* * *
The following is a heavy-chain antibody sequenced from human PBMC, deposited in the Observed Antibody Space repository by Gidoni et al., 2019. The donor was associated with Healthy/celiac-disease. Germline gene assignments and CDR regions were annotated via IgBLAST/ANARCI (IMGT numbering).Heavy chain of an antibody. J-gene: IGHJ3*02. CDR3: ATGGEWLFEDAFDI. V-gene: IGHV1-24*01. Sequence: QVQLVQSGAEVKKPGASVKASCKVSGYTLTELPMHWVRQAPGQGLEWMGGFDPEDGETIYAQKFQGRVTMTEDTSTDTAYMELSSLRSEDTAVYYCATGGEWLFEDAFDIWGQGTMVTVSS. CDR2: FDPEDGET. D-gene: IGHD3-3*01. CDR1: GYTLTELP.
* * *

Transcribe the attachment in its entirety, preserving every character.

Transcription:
The following is a heavy-chain antibody sequenced from human PBMC, deposited in the Observed Antibody Space repository by Gidoni et al., 2019. The donor was associated with Healthy/celiac-disease. Germline gene assignments and CDR regions were annotated via IgBLAST/ANARCI (IMGT numbering).Heavy chain of an antibody. J-gene: IGHJ3*02. CDR3: ATGGEWLFEDAFDI. V-gene: IGHV1-24*01. Sequence: QVQLVQSGAEVKKPGASVKASCKVSGYTLTELPMHWVRQAPGQGLEWMGGFDPEDGETIYAQKFQGRVTMTEDTSTDTAYMELSSLRSEDTAVYYCATGGEWLFEDAFDIWGQGTMVTVSS. CDR2: FDPEDGET. D-gene: IGHD3-3*01. CDR1: GYTLTELP.